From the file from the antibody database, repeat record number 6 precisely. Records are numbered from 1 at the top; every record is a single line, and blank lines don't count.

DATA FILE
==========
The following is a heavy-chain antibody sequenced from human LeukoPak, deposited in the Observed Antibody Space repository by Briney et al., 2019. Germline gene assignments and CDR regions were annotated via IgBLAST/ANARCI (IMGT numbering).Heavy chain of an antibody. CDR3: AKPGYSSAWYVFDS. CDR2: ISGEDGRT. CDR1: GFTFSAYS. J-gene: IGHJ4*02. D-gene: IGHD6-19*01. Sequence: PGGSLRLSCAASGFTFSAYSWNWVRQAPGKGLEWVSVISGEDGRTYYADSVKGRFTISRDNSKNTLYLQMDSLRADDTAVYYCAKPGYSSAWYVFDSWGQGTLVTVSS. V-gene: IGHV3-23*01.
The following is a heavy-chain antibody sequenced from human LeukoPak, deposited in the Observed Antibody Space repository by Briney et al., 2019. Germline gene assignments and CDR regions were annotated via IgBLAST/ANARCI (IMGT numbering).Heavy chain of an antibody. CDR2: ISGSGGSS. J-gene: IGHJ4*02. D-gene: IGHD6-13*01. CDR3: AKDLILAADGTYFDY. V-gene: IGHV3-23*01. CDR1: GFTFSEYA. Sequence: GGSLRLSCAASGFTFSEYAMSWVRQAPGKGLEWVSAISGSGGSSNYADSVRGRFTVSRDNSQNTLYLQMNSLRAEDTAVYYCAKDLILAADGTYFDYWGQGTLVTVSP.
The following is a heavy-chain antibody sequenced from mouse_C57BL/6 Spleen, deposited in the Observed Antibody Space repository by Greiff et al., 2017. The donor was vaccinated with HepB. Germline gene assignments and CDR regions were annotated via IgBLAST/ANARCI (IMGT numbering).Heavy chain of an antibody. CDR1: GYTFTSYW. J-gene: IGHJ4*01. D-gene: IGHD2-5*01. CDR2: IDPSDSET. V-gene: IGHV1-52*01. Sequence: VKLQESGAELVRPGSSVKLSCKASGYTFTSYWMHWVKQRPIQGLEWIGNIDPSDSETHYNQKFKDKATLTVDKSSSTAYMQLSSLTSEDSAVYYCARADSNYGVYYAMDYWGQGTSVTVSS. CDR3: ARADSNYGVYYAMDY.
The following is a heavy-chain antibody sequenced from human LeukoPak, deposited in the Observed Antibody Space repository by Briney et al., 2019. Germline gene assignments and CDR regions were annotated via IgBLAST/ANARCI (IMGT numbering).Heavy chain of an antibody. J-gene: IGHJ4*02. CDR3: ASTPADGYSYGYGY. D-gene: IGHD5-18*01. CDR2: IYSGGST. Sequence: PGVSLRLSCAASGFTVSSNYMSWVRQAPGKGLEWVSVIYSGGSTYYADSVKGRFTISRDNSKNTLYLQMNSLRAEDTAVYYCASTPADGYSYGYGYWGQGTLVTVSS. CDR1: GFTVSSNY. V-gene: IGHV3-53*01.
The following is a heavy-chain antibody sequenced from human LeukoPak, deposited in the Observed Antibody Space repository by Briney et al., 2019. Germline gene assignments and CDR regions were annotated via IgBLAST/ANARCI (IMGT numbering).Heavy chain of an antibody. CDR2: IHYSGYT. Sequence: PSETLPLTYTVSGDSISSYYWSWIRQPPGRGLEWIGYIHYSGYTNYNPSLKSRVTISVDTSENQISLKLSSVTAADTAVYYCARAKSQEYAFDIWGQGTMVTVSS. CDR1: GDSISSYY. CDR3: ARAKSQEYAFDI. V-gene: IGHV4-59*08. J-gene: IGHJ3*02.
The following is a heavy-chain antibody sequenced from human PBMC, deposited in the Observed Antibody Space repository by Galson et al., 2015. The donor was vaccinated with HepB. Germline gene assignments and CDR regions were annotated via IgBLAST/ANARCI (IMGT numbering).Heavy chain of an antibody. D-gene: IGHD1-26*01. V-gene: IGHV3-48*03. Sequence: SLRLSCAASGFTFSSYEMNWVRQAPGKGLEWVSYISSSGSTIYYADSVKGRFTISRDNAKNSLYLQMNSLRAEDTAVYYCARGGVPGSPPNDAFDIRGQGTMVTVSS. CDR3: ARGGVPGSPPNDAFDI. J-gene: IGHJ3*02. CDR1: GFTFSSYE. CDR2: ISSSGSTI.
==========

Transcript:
The following is a heavy-chain antibody sequenced from human PBMC, deposited in the Observed Antibody Space repository by Galson et al., 2015. The donor was vaccinated with HepB. Germline gene assignments and CDR regions were annotated via IgBLAST/ANARCI (IMGT numbering).Heavy chain of an antibody. D-gene: IGHD1-26*01. V-gene: IGHV3-48*03. Sequence: SLRLSCAASGFTFSSYEMNWVRQAPGKGLEWVSYISSSGSTIYYADSVKGRFTISRDNAKNSLYLQMNSLRAEDTAVYYCARGGVPGSPPNDAFDIRGQGTMVTVSS. CDR3: ARGGVPGSPPNDAFDI. J-gene: IGHJ3*02. CDR1: GFTFSSYE. CDR2: ISSSGSTI.